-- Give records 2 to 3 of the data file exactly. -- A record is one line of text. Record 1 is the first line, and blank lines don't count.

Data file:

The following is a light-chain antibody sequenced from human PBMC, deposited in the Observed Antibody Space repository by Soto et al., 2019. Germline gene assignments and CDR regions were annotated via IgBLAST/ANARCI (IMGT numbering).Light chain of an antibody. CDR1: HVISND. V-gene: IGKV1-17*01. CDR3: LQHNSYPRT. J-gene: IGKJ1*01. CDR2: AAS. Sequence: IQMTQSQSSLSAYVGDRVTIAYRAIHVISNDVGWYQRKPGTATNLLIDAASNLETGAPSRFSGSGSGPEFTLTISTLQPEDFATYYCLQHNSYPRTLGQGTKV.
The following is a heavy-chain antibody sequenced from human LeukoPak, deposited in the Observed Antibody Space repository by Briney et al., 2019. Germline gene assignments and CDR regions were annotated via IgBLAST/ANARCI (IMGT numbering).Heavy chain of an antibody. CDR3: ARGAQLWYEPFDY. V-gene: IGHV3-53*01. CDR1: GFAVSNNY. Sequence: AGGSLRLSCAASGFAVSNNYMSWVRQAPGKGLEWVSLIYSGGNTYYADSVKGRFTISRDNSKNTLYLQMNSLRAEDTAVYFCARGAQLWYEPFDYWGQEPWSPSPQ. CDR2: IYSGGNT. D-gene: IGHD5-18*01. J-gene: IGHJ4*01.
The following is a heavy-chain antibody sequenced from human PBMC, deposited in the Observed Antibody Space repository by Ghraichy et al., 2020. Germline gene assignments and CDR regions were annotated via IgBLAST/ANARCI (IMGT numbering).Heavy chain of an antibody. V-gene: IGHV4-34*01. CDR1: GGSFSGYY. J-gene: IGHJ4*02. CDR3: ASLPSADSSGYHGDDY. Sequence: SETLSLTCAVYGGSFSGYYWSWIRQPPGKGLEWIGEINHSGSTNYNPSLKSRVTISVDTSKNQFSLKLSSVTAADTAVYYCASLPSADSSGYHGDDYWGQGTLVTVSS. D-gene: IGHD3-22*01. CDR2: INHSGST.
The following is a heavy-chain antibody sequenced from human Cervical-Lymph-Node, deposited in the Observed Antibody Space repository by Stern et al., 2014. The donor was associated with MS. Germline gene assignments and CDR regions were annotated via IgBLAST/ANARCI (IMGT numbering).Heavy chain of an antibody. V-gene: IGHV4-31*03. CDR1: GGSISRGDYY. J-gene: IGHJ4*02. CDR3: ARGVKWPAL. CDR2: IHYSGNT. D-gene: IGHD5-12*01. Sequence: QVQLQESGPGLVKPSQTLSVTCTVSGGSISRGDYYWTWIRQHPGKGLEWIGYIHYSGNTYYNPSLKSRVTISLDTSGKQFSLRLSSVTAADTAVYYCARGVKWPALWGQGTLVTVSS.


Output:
The following is a heavy-chain antibody sequenced from human LeukoPak, deposited in the Observed Antibody Space repository by Briney et al., 2019. Germline gene assignments and CDR regions were annotated via IgBLAST/ANARCI (IMGT numbering).Heavy chain of an antibody. CDR3: ARGAQLWYEPFDY. V-gene: IGHV3-53*01. CDR1: GFAVSNNY. Sequence: AGGSLRLSCAASGFAVSNNYMSWVRQAPGKGLEWVSLIYSGGNTYYADSVKGRFTISRDNSKNTLYLQMNSLRAEDTAVYFCARGAQLWYEPFDYWGQEPWSPSPQ. CDR2: IYSGGNT. D-gene: IGHD5-18*01. J-gene: IGHJ4*01.
The following is a heavy-chain antibody sequenced from human PBMC, deposited in the Observed Antibody Space repository by Ghraichy et al., 2020. Germline gene assignments and CDR regions were annotated via IgBLAST/ANARCI (IMGT numbering).Heavy chain of an antibody. V-gene: IGHV4-34*01. CDR1: GGSFSGYY. J-gene: IGHJ4*02. CDR3: ASLPSADSSGYHGDDY. Sequence: SETLSLTCAVYGGSFSGYYWSWIRQPPGKGLEWIGEINHSGSTNYNPSLKSRVTISVDTSKNQFSLKLSSVTAADTAVYYCASLPSADSSGYHGDDYWGQGTLVTVSS. D-gene: IGHD3-22*01. CDR2: INHSGST.